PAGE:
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Sports Participation Evaluation

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Last Update: July 20, 2022.

Continuing Education Activity

Evaluation of a patient for participation in sporting activities has a traditional role in ensuring their health before enduring the effects and stresses of that particular sport. This form of patient evaluation has been used by both professional as well as amateur athletes, hence having a variable level of comprehensiveness. Many sports associations and leagues require a health exam, documentation, and paperwork from health care providers to certify that the subjects are healthy and ready for their sport of choice. Patients will undergo an assessment that includes personal medical history, family medical history, history of supplemental or enhancer drug use, a physical examination, and potential diagnostic tests. This activity reviews the fundamental components of a medical evaluation by the interprofessional team for an athlete and how these evaluations can be optimized to ensure that patients are medically safe, to a certain degree, for their choice of sporting activity.

Objectives:

  • Summarize the history that should be evaluated in a prospective athlete.
  • Identify the physical exam features in a prospective athlete that would prohibit sports participation.
  • Review the indications for various diagnostic tests that should be considered in a prospective athlete.
  • Outline how the interprofessional team can work together to screen and educate patients on safe sports participation.
Access free multiple choice questions on this topic.

Introduction

Evaluation of a patient for participation in sporting activities has a traditional role in ensuring their health is optimized before enduring the effects and stresses of that particular sport. This form of patient evaluation has been used by both professional as well as amateur athletes, hence having a variable level of comprehensiveness. Many sports associations and leagues require a documented physical exam from a physician to certify that the athlete is in good health. Patients will undergo an assessment that includes personal medical history, family medical history, medication use, a physical examination, and potential diagnostic tests.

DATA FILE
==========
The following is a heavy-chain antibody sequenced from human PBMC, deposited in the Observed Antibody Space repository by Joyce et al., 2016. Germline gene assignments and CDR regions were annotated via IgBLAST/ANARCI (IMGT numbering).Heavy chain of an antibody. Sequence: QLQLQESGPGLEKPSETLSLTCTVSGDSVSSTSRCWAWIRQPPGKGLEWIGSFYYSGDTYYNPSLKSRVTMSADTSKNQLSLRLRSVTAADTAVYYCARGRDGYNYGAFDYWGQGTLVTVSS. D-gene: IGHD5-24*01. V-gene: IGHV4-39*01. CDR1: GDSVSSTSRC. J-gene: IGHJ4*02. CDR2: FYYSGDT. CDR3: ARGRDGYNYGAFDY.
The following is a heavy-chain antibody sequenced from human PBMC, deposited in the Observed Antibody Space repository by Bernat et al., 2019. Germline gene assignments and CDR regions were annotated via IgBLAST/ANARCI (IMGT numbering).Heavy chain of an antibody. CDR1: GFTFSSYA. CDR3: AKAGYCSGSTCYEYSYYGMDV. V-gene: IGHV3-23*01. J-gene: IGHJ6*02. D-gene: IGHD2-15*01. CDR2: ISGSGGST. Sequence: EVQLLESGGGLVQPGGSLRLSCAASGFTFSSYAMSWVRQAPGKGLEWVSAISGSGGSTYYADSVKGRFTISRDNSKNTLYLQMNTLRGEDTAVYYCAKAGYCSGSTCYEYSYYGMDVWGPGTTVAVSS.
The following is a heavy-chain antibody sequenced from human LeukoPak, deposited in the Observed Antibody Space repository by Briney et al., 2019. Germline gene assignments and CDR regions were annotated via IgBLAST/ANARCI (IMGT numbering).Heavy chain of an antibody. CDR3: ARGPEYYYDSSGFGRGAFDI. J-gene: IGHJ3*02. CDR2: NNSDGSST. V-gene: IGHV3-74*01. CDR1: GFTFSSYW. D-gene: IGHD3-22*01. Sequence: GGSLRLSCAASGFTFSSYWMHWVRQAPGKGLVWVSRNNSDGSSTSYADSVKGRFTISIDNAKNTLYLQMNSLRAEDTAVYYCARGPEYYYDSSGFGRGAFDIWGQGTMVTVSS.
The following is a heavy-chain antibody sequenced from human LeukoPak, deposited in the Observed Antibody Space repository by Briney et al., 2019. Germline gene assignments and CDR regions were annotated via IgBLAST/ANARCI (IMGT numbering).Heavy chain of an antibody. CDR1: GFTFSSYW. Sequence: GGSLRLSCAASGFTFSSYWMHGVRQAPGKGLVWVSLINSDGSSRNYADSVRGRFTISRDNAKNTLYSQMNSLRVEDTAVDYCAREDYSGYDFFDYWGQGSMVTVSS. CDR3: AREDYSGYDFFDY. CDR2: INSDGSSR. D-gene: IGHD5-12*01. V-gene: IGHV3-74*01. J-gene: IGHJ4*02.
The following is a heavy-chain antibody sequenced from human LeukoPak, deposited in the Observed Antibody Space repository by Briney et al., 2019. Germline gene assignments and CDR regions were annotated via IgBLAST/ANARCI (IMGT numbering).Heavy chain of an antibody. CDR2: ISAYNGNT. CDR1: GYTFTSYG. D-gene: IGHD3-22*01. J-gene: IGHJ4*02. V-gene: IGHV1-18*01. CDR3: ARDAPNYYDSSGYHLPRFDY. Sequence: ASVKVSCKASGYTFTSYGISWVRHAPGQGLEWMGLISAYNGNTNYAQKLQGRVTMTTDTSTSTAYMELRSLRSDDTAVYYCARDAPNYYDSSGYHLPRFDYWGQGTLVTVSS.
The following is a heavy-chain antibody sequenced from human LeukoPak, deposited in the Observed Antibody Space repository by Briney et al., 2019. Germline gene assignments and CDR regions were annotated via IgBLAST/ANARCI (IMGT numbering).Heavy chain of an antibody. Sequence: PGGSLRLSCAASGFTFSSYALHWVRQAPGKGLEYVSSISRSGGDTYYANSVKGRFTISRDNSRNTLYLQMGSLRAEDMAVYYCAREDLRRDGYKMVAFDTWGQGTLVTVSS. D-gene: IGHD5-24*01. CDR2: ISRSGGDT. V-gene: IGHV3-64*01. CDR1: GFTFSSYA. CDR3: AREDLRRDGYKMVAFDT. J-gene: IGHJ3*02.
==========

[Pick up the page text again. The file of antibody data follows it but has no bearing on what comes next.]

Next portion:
The medical history evaluates potential existing medical illnesses, which include cardiac illness, musculoskeletal disease, history of neurological illness, respiratory disease, bleeding disorders, and psychiatric illness. Similarly, the family history is evaluated for any conditions that might have been inherited but are asymptomatic or not yet recognized. The physical examination assesses for optimal neurological and musculoskeletal health as well as evaluation of cardiovascular function.[1] Diagnostic tests may include blood tests and electrocardiograms (ECGs). The purpose is to assess organ health and to assess cardiac structure and function. Abnormal findings during the history and physical examination or ECG may prompt further diagnostic tests and evaluations.[2] 

Function

The primary purpose of a sports participation evaluation is to assess for underlying medical pathology while also ensuring that the athlete is in optimal health. Athletes are asked about symptoms they are experiencing during times of physical exertion and at rest.  

Key Symptoms and Medical History In Athletes

Cardiac

  • Syncope
  • Presyncope
  • Dizziness
  • Dyspnea
  • Chest pain
  • Shortness of breath
  • Seizures

Respiratory

  • Dyspnea
  • Pain with breathing
  • History of Asthma 

Neurological

  • Headaches
  • Seizures

Musculoskeletal

  • Excessive joint pain
  • Limited range of motion in extremities
  • Hypermobility
  • Chronic low back pain
  • History of fractures or past injuries 
  • History of muscular tears
  • Back or neck pain

Hematologic

  • Excessive bleeding
  • Clotting disorder(s)
  • Immunosuppression

Psychiatric

  • Depression
  • History of suicidal ideation
  • History of manic phases
  • Eating disorders and nutritional status

General

  • Previous exclusion from sports
  • Previous injuries 
  • Complications and sequelae from past events 

Family Medical History 

  • Sudden unexpected death
  • History of undiagnosed syncope
  • History of unexpected drowning
  • Familial heart diseases
  • Muscular dystrophies  

Cardiac-related symptoms that occur during rest and/or exertion are of particular concern due to the risk of sudden cardiac death. However, other probable etiologies should also be considered.[3] Given that congenital heart disease is inherited, it is important to assess the family medical history for possible undiagnosed heart disease.[4] 

Physical Examination

The physical examination focuses on the cardiovascular, respiratory, musculoskeletal, and neurological systems. The patient is checked for a regular heart rhythm, the possible presence of murmurs, and the existence of an S3 or S4 sound upon auscultation. The presence of heaves, lifts, or thrills is also evaluated. The respiratory exam is used to ensure that the athlete does not have asthma or, if they do, that it is well controlled. Furthermore, the musculoskeletal examination serves the purpose of assessing connective tissue health. Certain conditions, such as Ehlers Danlos, may also be suspected.